In the other case, you need to contact a PCB manufacturer. They will use automatic machines to place all the parts and pass them through reflow machines for soldering.

 

It shows the prototyping of a robotic car using Arduino circuit board

(It shows the prototyping of a robotic car using an Arduino circuit board)

 

Arduino Needs an Actual Circuit Board for Full Production.

 

You may need to attach Arduino and other electronics to a real circuit board for full production.

However, the Arduino circuit boards still permit you to quickly understand the basics of electronics.

It is a practical step to master your electronics skills. You don't learn faster by starting in a more challenging environment.

Yes, starting directly with the actual circuit board could be frustrating and challenging.

When you move towards production, ask yourself what unique features will help make or ruin an ideal design.

Consider which Arduino circuit board shields require special housing, such as position or location.

For instance, if your project requires some WiFi or GPS antenna, make sure you position the shields to have optimal coverage of your system.

When your project needs an LCD, make sure that the LCD is set up conveniently enough so that end users can easily access it.

 

Arduino Circuit Board is More Reliable.

 

Arduino circuit boards are more durable and dependable for making simple to complex projects. The blue-colored board already comes with soldered input and output ports.

The fact that they need no soldering makes them durable. You don't need to worry about your soldering expertise or the solder wearing off with time.

Regarding the plugged-in wires, you should not expect them to hold up well under harsh environments.

Also, you are using standard parameters, further standard components, and methods of assembling the industrial.

You may use only one Arduino with fewer wire connections to further improve reliability.

You can also avoid double links that haphazardly go over the Arduino circuit board.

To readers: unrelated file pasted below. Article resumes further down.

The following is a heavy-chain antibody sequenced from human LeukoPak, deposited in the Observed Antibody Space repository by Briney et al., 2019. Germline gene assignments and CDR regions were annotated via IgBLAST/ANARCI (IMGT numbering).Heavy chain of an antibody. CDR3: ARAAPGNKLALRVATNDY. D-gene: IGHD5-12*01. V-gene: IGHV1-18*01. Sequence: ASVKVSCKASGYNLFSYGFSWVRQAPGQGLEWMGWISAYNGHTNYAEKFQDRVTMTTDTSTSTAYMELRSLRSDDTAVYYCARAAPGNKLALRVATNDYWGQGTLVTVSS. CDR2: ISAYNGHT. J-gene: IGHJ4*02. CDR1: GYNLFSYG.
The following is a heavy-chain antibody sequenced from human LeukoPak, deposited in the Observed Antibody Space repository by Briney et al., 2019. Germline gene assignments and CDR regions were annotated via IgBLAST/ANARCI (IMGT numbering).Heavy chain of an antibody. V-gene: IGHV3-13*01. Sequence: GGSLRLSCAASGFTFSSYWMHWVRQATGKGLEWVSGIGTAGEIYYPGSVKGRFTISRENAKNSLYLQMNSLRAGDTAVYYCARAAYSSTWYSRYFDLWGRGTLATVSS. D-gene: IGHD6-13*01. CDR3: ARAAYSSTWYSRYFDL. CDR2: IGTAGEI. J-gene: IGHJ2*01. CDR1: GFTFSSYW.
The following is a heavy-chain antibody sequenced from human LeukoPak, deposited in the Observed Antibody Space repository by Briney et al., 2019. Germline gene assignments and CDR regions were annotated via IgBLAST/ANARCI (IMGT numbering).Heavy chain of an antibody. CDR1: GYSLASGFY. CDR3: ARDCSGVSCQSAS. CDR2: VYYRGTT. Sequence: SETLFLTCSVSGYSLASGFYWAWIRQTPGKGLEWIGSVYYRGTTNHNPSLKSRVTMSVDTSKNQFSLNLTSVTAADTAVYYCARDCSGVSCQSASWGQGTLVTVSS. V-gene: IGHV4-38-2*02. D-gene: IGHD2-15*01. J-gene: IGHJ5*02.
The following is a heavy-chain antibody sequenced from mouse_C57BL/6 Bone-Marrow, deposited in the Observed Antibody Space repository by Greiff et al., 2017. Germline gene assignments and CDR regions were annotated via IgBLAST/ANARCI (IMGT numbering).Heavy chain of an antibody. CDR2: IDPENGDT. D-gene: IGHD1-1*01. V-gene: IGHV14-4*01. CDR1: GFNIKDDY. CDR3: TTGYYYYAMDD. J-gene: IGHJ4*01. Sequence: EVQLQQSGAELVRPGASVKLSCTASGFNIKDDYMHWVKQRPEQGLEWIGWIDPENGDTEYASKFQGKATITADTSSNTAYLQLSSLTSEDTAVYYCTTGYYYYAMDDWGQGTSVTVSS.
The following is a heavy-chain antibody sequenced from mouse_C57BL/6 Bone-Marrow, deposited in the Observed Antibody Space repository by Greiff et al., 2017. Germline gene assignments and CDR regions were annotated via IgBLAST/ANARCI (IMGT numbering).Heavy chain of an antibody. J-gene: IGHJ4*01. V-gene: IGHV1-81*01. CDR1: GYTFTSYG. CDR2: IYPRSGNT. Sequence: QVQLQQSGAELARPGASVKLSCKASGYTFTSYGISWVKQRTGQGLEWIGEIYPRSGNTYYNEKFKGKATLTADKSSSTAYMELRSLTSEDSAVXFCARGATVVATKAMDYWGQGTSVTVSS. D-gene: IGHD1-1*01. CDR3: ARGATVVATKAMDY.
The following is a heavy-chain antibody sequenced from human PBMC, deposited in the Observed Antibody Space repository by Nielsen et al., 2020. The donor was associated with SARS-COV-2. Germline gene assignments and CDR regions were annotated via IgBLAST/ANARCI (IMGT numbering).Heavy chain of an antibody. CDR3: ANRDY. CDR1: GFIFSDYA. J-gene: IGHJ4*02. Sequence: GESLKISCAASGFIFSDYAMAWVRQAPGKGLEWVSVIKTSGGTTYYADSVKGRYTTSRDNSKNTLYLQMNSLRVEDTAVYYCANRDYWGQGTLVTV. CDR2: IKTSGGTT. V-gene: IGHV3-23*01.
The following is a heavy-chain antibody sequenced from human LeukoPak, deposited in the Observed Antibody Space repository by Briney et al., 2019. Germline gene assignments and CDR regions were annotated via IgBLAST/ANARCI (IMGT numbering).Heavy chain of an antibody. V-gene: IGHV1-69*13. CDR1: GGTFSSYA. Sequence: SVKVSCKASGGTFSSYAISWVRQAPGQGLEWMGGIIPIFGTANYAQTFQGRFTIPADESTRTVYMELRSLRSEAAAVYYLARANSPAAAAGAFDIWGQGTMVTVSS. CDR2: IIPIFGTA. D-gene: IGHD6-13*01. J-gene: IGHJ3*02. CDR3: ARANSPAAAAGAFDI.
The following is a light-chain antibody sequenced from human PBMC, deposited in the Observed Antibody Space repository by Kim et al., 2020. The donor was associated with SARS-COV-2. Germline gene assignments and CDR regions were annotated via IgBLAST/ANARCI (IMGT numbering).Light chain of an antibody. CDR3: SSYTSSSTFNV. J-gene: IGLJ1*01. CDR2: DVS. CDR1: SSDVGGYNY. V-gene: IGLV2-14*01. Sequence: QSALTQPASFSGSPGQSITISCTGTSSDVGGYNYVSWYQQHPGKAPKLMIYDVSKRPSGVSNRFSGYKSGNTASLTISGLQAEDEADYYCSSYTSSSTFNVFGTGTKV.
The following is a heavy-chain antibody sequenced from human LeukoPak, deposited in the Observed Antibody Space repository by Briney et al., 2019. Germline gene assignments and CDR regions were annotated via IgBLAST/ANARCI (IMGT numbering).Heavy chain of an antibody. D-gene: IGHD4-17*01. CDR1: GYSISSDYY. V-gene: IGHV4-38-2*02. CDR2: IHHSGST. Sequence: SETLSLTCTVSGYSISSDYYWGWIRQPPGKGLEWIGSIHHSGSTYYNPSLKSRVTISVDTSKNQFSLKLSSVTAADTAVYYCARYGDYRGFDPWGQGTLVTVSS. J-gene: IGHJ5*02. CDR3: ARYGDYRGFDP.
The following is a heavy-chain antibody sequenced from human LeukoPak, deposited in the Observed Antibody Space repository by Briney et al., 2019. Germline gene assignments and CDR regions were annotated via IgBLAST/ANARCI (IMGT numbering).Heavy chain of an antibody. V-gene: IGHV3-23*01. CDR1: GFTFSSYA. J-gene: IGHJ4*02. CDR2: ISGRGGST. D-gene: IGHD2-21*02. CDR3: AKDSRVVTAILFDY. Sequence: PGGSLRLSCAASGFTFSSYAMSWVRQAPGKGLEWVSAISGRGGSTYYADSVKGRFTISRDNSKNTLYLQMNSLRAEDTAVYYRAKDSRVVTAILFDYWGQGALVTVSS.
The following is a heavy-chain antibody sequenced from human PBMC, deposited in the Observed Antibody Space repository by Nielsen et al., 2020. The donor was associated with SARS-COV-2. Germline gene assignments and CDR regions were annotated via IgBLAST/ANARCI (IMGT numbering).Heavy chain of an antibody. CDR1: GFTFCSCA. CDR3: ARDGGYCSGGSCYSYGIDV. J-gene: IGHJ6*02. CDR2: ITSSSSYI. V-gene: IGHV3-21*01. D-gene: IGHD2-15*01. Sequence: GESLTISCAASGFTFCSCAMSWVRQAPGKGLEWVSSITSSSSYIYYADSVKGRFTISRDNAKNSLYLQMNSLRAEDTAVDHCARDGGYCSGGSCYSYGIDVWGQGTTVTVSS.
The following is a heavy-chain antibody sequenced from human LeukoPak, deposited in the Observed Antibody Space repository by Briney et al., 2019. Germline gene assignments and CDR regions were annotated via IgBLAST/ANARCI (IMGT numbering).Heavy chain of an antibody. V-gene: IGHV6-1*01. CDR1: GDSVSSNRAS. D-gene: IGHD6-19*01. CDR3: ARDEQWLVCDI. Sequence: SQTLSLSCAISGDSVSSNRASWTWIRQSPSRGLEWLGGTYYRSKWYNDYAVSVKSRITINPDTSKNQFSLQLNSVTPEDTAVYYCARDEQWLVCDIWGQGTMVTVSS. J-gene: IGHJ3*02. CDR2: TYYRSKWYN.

Quality parts and good connectors will also add to your Arduino's durability and reliability.

 

It depicts a correctly assembled robotic car prototype using Arduino circuit board

(It depicts a correctly assembled robotic car prototype using an Arduino circuit board)

 

Other Electronic Components of the Arduino Board

 

You almost definitely do need to build an actual circuit board if you have other electronic parts in your project. An Arduino circuit board cannot take in extra parts on its own.

For such purposes, using wires or connectors to link two Arduino circuit boards does not make sense. First place Arduino and related components on the same circuit board is better.

In the actual circuit board, electronic components are connected by copper traces.

These traces are etched into the circuit board and can involve copper or another metallic conductor.

For placing the Arduino circuit board and other components on the PCB, you have to solder them onto it.

The drawback of this concept is that you cannot quickly make changes. It demonstrates the concept of the Arduino board programming language.

However, you can use a breadboard to test how the extra circuitry will work with your Arduino circuit boards.

Once you are sure that you have built the correct circuit, you can go to the next steps.

Figure 5 shows circuit prototyping using Arduino and a breadboard.

 

It shows circuit prototyping using Arduino circuit board and a breadboard

(It shows circuit prototyping using an Arduino circuit board and a breadboard)

 

 Arduino Board Requires You to Be Good at Programming.

 

Arduino circuit boards come in different sizes and shapes. You can use Arduino LilyPad for small wearable applications, and for complex and demanding projects, you can use Arduino Mega.

Therefore, they have different functions but all have one thing in common. It would help if you were good at programming to operate them.

To that end, the Arduino platform offers a computing project-based integrated development environment (IDE). It includes C++ and C programming language support.

The Arduino IDE software is easy to use. It is like a notepad with open-source codes and libraries.

It has integrated and downloadable functions to deploy almost all the code for you.

Its upside is that you are good to go even if you don't have a good programming concept.

However, if you are looking for serious learning, you may miss out on important ideas.

 

It demonstrates the concept of Arduino board programming language

(It demonstrates the concept of Arduino board programming language)

 

Growing Resources and Libraries are the Advantages and Development Points of Arduino Circuit Boards

 

Thanks to its open-source software and hardware electronic platform, the Arduino platform has grown to have thousands of active developers who design new hardware and modules with their corresponding free-to-use libraries.

 

Summary:

 

In conclusion, you can build a prototype with the Arduino circuit boards but cannot go beyond it.

At the start, they are perfect, but we recommend that you do not adhere to them. Please move towards an actual circuit board or PCB in the long run.

If you need PCB manufacturing services, you can contact us, and we can provide technology, materials, and quality services. Call now to get advice from our team of expert engineers.